5. Were you driving the vehicle? They'll ask you this even if you were the only one in the vehicle. It appears that many people get out of trouble at trial by saying "they didn't prove that I was the one driving" so the officer will ask this question and list all kinds of things on the report that can prove you were the one driving (seated in driver's seat with seat belt on, engine running, registered owner of the vehicle, etc.).
  6. Where did you start driving? If at a bar, that doesn't help your case.
  7. What have you been drinking? How much? This is where you'll feel the need to fib, which can cost you in the end.
  8. What time did you stop drinking? Any answer to these question limits your ability to explain away the alcohol content test results.
  9. Do you feel the effects of the drinks? If yes, then you are admitting to being under the influence of the drinks.
  10. Have you taken any medicine or drugs? If no, you lose another explanation for how alcohol got into your system.
  11. Do you feel the effects of the medicine? If no, now you can't claim the medicine affected your performance on the FST's.
  12. Have you had surgery performed recently? If no, now you can't say you were unable to do the tests correctly.
As you can see, all of these questions are intended to gather evidence against you or take away potential defenses you might have in court. The key to negotiating with the District Attorney is to show them all the possible defenses that you have. When you limit your defenses you give up bargaining power. Therefore, I believe the best answer to any and all of these questions is to say "I'd rather not answer any questions."

Having finished the questions the officer will move on to the FST. In my case the first test attempted was the HGN test. This is the one where you follow an object with your eyes. However, the officer did not say "OK, we're going to do the tests now." Throughout the "interview" he was giving directions about where and how to stand. He simply continued these instructions to stand here, then stand there, put your feet here, put your arms there, look here, look there, stand there, put your feet like this, next thing I knew, I had completed the HGN test and was starting the Romberg Balance test even though I knew it was a bad idea to do any of the tests.

Which brings me to the field sobriety tests themselves. Again, they are only used to gather more evidence against you. If you fail, you fail. If you pass, it was "inconclusive." They don't need any of the tests to arrest you. They can arrest you only on your speech, smell, or any other indication that you are above .08% or under the influence. The best thing you can do for your defense is to say "I'd rather not do any tests." And yes, you will surely go to jail then, but I believe you'll be in a better position than if you had given them all the evidence they want.

The only questions that I think are worth answering are the ones about your identity. They can't release you from jail until they are sure who you are and don't have any warrants and are not in the U.S. illegally. So I recommend answering questions about your name, social security number, place of birth, etc. but nothing else.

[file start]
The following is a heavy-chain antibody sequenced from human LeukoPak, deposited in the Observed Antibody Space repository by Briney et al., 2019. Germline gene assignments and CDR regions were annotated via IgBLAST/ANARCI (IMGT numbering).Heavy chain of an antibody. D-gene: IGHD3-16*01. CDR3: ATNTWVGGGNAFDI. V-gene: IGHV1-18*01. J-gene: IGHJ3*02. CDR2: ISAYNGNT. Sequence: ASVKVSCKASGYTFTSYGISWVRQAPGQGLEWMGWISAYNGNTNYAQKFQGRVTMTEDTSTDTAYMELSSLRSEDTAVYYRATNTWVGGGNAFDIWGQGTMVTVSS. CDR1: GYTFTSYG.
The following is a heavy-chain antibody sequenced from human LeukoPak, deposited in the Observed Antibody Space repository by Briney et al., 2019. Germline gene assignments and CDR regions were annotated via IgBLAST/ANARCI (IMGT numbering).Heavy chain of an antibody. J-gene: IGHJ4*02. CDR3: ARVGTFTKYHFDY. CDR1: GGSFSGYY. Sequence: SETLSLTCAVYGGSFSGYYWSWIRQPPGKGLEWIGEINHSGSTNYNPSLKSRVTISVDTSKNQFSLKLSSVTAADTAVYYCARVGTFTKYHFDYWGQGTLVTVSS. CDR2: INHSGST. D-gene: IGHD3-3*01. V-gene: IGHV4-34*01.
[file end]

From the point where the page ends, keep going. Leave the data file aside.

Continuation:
Bottom line, if you are asked questions about drinking and you have been drinking, I think the best thing you can do is don't answer any questions and don't do any of the tests. Everything I said was truly used against me.

Tuesday, July 10, 2012

Here's my story, sad but true

First of all, it can be dangerous to drink and drive. I don't encourage it. Before going out to drink you should have a plan for how you're going to get home and stick to it. I did have a plan, I did not stick to it.

I went to a bar where I've been hanging out for years, about 30 minutes from my house. My plan was simple and had always worked until that night. I would get there around 9pm, drink 2 drinks between then and 11pm, then switch to drinking sodas the rest of the night. By 2am I would be legal to drive. That was the plan.

Here's how the plan fell apart. First, they started a new waitress there that night who was fast with bringing me my drinks. This was in contrast to the previous waitress who would forget about my order and I would wait 30 minutes before getting my drinks. So I got there and drank my first drink right away. As soon as I set down my empty glass the new waitress came right over and said "Can I get you another one?" How can I say no? And 2 seconds later my new drink was on the table. I finished that one and she was right there again, "Can I get you another one?" I looked at the clock and it was barely 10pm. Four hours to go, I guess there's enough time for one more. And a few minutes later there was time for one more again. I'm not blaming the waitress, but my plan went out the window just like that. And that's the first thing that went wrong.